In “The Next Slum?”, Chris Leinberger contends that “the story of vacant suburban homes and declining suburban neighborhoods did not begin with the [subprime-mortgage] crisis, and will not end with it”. He goes on to argue that “a structural change is under way in the housing market – a major shift in the way many Americans want to live and work”. The author argues that these trends will benefit cities and hurt suburbs.
Leinberger reviews the history of the suburbs that he traces back to 1946. In the pursuit of fresh air and open space and to escape the problems of the cities, the population shifted to the suburbs. For over half a century, the suburbs grew.
Now the trend seems to be moving in the opposite direction. Leinberger cites the rapid change in the price relationship between suburbs and cities as a key indicator, “per square foot, urban residential neighborhood space goes for 40 to 200 percent more” than suburban residential space and this relationship holds true throughout the country.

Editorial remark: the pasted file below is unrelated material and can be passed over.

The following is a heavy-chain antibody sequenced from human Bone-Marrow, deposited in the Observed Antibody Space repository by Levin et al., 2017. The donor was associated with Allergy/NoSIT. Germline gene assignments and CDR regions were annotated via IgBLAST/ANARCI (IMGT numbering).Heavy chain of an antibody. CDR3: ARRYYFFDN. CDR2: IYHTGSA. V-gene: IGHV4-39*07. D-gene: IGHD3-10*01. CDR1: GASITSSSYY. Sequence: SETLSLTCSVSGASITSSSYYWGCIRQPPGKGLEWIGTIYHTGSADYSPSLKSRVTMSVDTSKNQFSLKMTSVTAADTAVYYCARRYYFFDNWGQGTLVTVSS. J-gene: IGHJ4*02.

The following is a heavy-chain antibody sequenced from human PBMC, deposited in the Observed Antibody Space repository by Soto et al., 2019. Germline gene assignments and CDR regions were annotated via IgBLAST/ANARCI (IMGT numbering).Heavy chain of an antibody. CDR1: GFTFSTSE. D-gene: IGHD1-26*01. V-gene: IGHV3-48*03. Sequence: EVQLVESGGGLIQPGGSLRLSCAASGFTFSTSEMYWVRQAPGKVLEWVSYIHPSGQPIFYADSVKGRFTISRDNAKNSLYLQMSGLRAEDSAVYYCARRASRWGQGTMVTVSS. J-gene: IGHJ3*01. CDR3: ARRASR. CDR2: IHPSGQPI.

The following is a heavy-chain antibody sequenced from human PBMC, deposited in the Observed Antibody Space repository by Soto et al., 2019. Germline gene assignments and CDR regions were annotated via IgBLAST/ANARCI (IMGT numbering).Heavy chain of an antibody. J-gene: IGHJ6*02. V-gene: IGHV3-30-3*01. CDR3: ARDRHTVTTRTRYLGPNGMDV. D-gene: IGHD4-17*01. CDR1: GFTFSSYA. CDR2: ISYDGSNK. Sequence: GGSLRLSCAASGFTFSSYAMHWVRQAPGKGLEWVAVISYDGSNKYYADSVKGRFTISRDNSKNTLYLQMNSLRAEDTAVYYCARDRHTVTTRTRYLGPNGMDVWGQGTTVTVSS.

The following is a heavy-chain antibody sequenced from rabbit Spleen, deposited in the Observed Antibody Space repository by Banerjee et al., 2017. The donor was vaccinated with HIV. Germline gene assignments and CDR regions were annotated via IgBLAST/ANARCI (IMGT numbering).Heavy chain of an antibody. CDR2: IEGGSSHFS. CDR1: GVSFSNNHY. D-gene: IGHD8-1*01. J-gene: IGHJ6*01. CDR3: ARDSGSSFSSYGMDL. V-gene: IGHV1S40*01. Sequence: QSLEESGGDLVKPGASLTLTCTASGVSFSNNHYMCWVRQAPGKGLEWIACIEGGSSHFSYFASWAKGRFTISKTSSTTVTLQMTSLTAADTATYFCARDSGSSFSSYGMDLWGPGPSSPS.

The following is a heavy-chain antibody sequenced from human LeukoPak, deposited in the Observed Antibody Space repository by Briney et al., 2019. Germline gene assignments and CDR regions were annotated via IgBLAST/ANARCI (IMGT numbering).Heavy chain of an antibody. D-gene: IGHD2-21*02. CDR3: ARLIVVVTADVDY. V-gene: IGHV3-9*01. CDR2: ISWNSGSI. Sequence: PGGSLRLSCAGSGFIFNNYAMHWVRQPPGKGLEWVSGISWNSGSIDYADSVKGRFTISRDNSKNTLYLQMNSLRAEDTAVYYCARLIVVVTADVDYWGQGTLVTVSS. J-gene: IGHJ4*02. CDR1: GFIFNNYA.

As the Businessweek article that Jim Herreid gave me also indicated, demographics are moving against the suburbs too. Back in the early days of the suburban boom, families with children made up more than half of all households; by 2025, they will be closer to a quarter. Compounding this shift, single-person households will also account for about a quarter of American households by 2025.
Different people may draw different conclusions from these trends and develop different recommendations. Personally, I think the trends support those Northfielders who have called for more compact future development, better connectivity between neighborhoods, and stronger support for our historic grid in the Comp Plan revision. These are characteristics increasingly valued by tomorrow’s housing market and they are a good investment for Northfield.